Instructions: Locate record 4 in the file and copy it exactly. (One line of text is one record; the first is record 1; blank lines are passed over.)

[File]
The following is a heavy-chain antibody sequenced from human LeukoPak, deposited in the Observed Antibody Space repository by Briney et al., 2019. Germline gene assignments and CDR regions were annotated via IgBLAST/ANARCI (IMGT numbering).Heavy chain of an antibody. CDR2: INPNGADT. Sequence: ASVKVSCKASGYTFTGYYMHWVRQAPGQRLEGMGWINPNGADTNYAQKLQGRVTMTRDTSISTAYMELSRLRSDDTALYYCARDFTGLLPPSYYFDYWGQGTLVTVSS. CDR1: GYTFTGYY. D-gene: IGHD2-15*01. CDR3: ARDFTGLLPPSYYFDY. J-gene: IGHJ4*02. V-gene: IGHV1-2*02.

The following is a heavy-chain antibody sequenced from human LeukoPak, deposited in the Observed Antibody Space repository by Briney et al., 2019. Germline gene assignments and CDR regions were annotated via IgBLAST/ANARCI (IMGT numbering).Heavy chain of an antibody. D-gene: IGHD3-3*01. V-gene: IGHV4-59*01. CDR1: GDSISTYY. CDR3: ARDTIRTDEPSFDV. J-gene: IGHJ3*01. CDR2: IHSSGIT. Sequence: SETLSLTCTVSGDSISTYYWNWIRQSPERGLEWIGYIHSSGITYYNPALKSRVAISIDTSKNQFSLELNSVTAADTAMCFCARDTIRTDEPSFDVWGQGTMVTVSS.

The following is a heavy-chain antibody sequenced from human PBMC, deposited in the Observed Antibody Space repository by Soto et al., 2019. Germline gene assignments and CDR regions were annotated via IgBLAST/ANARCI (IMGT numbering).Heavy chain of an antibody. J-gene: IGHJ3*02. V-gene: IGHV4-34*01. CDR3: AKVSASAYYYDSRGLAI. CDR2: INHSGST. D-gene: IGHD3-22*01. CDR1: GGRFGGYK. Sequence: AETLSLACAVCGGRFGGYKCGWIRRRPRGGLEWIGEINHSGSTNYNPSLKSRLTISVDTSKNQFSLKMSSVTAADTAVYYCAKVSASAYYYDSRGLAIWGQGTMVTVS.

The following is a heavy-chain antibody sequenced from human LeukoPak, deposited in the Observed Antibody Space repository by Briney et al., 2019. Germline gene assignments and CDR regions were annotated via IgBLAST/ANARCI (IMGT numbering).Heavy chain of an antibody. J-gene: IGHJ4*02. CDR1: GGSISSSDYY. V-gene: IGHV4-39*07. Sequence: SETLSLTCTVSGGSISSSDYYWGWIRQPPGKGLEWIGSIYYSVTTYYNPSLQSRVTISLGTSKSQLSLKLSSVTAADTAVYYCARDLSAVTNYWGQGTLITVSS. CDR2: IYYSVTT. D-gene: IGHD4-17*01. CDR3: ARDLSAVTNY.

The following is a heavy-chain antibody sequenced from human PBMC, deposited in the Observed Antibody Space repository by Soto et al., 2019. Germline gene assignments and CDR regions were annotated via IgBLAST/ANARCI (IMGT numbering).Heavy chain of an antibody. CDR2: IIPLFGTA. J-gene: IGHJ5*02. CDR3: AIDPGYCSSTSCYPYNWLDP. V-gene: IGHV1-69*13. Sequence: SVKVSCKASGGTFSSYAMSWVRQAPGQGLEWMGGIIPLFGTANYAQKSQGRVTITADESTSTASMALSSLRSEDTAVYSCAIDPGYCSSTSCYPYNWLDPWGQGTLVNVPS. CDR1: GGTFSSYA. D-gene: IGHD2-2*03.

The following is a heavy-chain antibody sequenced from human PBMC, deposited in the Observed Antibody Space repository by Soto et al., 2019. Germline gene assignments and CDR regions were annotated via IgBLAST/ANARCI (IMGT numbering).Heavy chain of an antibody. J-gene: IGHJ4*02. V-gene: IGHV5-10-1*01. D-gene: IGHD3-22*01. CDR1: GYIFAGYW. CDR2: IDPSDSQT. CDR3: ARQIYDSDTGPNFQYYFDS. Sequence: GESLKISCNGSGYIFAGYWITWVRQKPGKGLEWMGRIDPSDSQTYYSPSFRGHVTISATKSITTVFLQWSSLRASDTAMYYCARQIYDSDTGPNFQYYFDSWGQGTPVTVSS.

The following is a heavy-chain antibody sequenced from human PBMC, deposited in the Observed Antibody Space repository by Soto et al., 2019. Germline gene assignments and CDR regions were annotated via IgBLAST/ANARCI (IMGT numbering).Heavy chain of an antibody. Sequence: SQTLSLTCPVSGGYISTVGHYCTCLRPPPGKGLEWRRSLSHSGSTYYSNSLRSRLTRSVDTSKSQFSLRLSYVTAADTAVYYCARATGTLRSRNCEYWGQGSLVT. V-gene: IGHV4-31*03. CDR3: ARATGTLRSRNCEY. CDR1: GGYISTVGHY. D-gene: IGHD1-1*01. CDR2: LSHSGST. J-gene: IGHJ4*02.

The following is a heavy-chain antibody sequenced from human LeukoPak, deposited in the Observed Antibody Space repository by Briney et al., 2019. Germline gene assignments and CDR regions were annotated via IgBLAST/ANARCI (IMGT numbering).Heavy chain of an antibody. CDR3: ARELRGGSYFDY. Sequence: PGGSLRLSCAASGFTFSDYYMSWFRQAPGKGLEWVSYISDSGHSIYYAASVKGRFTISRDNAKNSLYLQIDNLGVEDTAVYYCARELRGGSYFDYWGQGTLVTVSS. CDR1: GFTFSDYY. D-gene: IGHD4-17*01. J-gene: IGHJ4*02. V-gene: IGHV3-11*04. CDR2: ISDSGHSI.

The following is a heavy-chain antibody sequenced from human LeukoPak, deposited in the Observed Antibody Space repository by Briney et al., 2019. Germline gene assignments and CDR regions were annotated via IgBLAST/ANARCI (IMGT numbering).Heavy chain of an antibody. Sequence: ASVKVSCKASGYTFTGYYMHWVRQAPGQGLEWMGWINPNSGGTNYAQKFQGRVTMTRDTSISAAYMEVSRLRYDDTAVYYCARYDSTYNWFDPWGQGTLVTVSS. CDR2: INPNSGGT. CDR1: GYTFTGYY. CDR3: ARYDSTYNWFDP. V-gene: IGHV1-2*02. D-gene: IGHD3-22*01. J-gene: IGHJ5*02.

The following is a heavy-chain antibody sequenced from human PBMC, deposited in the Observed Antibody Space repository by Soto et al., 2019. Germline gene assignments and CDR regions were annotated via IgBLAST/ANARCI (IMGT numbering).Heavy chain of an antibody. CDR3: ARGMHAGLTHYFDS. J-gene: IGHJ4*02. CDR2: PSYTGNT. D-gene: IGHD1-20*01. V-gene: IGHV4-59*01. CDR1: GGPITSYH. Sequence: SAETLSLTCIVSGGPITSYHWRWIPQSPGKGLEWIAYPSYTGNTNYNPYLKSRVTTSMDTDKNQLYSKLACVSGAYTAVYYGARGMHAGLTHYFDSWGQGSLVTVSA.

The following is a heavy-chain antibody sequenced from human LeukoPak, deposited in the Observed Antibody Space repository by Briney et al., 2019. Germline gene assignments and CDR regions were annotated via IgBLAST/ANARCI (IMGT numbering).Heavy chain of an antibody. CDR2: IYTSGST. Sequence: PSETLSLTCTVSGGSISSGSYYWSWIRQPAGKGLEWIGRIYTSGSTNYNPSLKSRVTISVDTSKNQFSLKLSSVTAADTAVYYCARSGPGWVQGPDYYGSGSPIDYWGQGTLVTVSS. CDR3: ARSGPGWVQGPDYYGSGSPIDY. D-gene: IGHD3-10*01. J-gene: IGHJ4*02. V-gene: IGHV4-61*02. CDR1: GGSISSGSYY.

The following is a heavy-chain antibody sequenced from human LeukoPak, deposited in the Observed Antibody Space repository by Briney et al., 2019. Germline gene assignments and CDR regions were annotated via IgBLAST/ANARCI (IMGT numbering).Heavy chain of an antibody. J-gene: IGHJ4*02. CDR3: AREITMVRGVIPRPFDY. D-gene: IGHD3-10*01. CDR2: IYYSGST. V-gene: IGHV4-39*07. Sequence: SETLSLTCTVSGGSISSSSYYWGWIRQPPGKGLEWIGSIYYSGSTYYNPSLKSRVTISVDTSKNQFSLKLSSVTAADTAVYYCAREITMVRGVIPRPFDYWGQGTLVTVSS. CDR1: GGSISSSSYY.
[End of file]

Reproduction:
The following is a heavy-chain antibody sequenced from human LeukoPak, deposited in the Observed Antibody Space repository by Briney et al., 2019. Germline gene assignments and CDR regions were annotated via IgBLAST/ANARCI (IMGT numbering).Heavy chain of an antibody. J-gene: IGHJ4*02. CDR1: GGSISSSDYY. V-gene: IGHV4-39*07. Sequence: SETLSLTCTVSGGSISSSDYYWGWIRQPPGKGLEWIGSIYYSVTTYYNPSLQSRVTISLGTSKSQLSLKLSSVTAADTAVYYCARDLSAVTNYWGQGTLITVSS. CDR2: IYYSVTT. D-gene: IGHD4-17*01. CDR3: ARDLSAVTNY.